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Matt Mullenweg

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Technology is closing the gap between what one can imagine and what one can do and as a result the equality of opportunity is unmatched in human history.
--
Steppin' off the Edge, Podcast Interview, January 2011

 
Matt Mullenweg

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My visceral perception of brotherhood harmonizes with our best modern biological knowledge. […] Many people think (or fear) that equality of human races represents a hope of liberal sentimentality probably squashed by the hard realities of history. They are wrong. This essay can be summarized in a single phrase, a motto if you will: Human equality is a contingent fact of history. Equality is not true by definition; it is neither an ethical principle (though equal treatment may be) nor a statement about norms of social action. It just worked out that way. A hundred different and plausible scenarios for human history would have yielded other results (and moral dilemmas of enormous magnitude). They didn't happen.

 
Stephen Jay Gould
 

When we talk of the equality of man, we find, also, a challenge and an opportunity; a challenge to breathe new life into the ideals enshrined in the Charter, an opportunity to bring men closer to freedom and true equality. and thus, closer to a love of peace.
The goal of the equality of man which we seek is the antithesis of the exploitation of one people by another with which the pages of history and in particular those written of the African and Asian continents, speak at such length.
Exploitation, thus viewed, has many faces. But whatever guise it assumes, this evil is to be shunned where it does not exist and crushed where it does.

 
Haile I Selassie
 

You do not wipe away the scars of centuries by saying: 'now, you are free to go where you want, do as you desire, and choose the leaders you please.' You do not take a man who for years has been hobbled by chains, liberate him, bring him to the starting line of a race, saying, "you are free to compete with all the others," and still justly believe you have been completely fair... This is the next and more profound stage of the battle for civil rights. We seek not just freedom but opportunity—not just legal equity but human ability—not just equality as a right and a theory, but equality as a fact and as a result.

 
Lyndon B. Johnson
 

As with science and technology, there could be a dark side of globalization, in which progress for some means poverty for others, as jobs and opportunities ebb and flow, securities and currencies fluctuate in value, and the tension between private profit and public good persists. But surely these are risks that we can manage in a world with an America more attuned to its larger purpose and responsibilities.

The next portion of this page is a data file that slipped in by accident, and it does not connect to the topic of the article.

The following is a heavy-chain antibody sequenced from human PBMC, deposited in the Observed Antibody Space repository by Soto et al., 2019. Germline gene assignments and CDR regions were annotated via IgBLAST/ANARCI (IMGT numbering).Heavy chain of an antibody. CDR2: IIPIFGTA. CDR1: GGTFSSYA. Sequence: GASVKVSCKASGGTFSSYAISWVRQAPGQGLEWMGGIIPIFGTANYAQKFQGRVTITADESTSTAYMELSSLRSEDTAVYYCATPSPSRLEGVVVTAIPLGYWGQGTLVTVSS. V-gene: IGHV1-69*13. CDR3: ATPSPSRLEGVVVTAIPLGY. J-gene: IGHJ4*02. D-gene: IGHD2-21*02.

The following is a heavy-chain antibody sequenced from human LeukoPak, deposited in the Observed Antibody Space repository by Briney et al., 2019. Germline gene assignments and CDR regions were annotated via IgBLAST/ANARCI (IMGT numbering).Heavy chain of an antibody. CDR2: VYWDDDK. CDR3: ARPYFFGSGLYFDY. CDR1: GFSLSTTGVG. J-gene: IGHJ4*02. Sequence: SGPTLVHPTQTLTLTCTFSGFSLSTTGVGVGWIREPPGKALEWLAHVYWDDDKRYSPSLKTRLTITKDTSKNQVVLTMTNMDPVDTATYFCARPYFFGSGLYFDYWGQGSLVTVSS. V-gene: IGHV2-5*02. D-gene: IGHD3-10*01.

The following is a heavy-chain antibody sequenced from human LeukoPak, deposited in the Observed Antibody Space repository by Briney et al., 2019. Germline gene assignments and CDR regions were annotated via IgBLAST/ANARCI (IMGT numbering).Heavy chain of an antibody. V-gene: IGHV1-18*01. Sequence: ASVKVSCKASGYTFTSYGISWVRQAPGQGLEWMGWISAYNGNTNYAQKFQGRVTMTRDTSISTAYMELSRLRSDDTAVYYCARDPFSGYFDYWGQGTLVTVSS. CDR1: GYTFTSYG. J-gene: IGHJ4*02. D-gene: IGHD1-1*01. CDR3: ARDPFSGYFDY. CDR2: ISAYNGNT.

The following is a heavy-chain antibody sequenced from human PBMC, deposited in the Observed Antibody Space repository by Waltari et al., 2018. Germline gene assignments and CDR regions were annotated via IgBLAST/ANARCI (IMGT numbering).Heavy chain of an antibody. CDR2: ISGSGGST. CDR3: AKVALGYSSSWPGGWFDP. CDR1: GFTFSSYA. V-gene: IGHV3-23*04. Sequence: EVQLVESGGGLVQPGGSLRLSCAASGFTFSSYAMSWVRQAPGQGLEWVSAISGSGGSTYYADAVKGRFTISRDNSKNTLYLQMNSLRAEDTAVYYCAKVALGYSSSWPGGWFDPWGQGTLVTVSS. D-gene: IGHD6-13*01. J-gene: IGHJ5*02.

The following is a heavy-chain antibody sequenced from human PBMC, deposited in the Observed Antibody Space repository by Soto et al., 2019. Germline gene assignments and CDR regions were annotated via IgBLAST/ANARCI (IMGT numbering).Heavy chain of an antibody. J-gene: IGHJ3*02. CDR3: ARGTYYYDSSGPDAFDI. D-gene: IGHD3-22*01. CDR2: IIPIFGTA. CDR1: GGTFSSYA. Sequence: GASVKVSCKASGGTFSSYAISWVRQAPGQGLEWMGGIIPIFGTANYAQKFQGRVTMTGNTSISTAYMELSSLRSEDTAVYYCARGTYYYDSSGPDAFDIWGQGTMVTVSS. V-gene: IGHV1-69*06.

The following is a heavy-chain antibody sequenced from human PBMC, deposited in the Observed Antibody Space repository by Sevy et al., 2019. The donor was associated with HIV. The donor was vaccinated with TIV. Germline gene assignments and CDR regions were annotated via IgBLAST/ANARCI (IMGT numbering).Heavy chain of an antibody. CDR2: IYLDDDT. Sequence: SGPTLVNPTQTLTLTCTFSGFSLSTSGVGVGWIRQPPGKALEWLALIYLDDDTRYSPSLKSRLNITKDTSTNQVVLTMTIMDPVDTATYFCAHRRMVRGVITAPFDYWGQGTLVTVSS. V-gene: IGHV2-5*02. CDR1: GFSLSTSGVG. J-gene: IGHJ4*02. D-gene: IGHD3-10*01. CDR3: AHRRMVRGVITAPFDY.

The final frontier is perhaps the most difficult, but it's also the most important — and that's the frontier of the human spirit. For too long, people have allowed differences on the surface — differences of color, ethnicity, and gender — to tear apart the common bonds they share. And the human spirit suffers as a result.
Imagine a world in which we saw beyond the lines that divide us, and celebrated our differences, instead of hiding from them. Imagine a world in which we finally recognized that, fundamentally, we are all the same. And imagine if we allowed that new understanding to build relations between people and between nations.
Our goal for the next twenty years should be to finally recognize that our differences are our greatest strength. That's true not only here in America, but in all parts of the world, where we've allowed historic rifts to poison the well of opportunity. They've arisen from the natural prides and passion of humanity. Only when we recognize that — when we respect the human spirit — will we be a great nation and a great world. These are the steps we must take in the next twenty years, as we reach out for the newest frontiers.

 
Wesley Clark
 

If you believe that science and technology have given us the highest standard of living in history or that they have trapped us inside of a machine we can't escape from, we live in a situation we inherited, as a result of a long and complex series of events through history. At no time in the past could anybody have known that what they were doing then would end up like this now.

 
James (science historian) Burke
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